Trees that lose their leaves in the fall (i.e., deciduous) are the most effective at reducing heating and cooling energy costs. When selectively placed around a house, they provide excellent protection from the summer sun but permit winter sunlight to reach and warm your house. The height, growth rate, branch spread, and shape are all factors to consider in choosing a tree.
If deer are hungry enough, they will eat almost any plant. However, some plants are less appealing than others, depending on what your local population has learned to eat so far. Daffodils are often cited as being deerproof, along with glory-of-the-snow (Chionodoxa) and crocus. Unfortunately, tulips and lilies are deer favorites. You might ask some of your neighbors if they have had luck with any particular plants, then try those in small quantities as an experiment. Many gardeners use repellent sprays with varying success, but to be as effective as possible they must be applied and reapplied according to the instructions. Home remedies include using soap, blood meal, human hair, and so on, but in the end the only truly reliable solution is a deer-proof fence.
When water flows backward through the water supply system, it is called backsiphonage or backflow. When that water is accidentally mixed with hazardous chemicals or bacteria, it is called dangerous! For this reason, never use spray attachments without a backflow prevention device. The chemicals used on your lawn are toxic and can be fatal if ingested.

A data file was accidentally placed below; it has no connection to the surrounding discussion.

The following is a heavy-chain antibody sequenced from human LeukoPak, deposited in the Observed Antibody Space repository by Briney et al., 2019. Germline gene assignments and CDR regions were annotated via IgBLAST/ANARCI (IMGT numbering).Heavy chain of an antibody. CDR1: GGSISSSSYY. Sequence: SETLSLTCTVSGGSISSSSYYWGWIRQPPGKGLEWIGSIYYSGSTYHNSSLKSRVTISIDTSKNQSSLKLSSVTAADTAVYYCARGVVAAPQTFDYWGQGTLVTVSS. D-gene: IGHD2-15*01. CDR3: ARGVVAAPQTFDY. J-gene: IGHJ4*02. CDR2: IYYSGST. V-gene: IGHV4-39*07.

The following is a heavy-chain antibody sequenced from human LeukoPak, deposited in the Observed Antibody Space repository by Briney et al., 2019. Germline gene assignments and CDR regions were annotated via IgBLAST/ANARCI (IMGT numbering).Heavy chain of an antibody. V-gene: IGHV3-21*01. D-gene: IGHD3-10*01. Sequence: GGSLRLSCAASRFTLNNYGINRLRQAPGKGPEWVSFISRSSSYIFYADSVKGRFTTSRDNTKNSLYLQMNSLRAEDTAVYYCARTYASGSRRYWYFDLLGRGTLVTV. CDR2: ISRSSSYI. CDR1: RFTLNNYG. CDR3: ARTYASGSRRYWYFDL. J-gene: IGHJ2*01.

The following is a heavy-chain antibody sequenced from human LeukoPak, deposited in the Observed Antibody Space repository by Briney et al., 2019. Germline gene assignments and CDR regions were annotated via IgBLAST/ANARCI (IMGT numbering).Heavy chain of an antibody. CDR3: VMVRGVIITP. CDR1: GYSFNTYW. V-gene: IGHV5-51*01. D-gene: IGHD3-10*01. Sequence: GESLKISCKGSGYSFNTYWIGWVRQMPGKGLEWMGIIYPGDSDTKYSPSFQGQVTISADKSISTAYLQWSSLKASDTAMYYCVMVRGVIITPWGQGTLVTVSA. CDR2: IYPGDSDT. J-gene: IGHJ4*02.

Compost piles trap heat generated by the activity of millions of microorganisms. A 3-foot by 3-foot by 3-foot compost pile is considered a minimum size for hot, fast composting. Piles wider or taller than 5 feet don't allow enough air to reach the microorganisms at the center.
The chemicals used in swimming pools can injure plants when the filter is backwashed and the water is dumped in the root zones of plants. The foliage will turn brown as the plants die from repeated doses of the chemicals.
The most common cause of annual mower repairs results from leaving gas or gas-oil mix inside the engine's tank and carburetor over the winter season. Avoid expensive service shop charges by either 1) running the engine until all gas has been used up, or 2) adding a commercially-available gas stabilizer to the tank before putting the mower away in the fall. A $3 investment may save you a $60 repair bill.
Vines provide shading and cooling. Grown on trellises, vines can shade windows or the whole side of a house.
Making separate holes is time-consuming, so an easy way to plant a large area is to remove the top layer of soil to the appropriate depth, add low nitrogen fertilizer according to package directions, set the bulbs in place, and then cover the area with soil. For a natural look, some gardeners gently toss the bulbs in and plant them where they land.
Lead in soil can be a hazard when children play in bare soil or when people bring soil into the house on their shoes. The following two federal standards have been set for lead hazards in residential soil: 400 parts per million (ppm) and higher in play areas of bare soil; 1,200 ppm (average) and higher in bare soil in the remainder of the yard. The only way to find out if soil lead hazards exist is to test.
Heavily harvested herb plants can look untidy. Consider interplanting herb beds with annual flowers to camouflage the trimmed plants.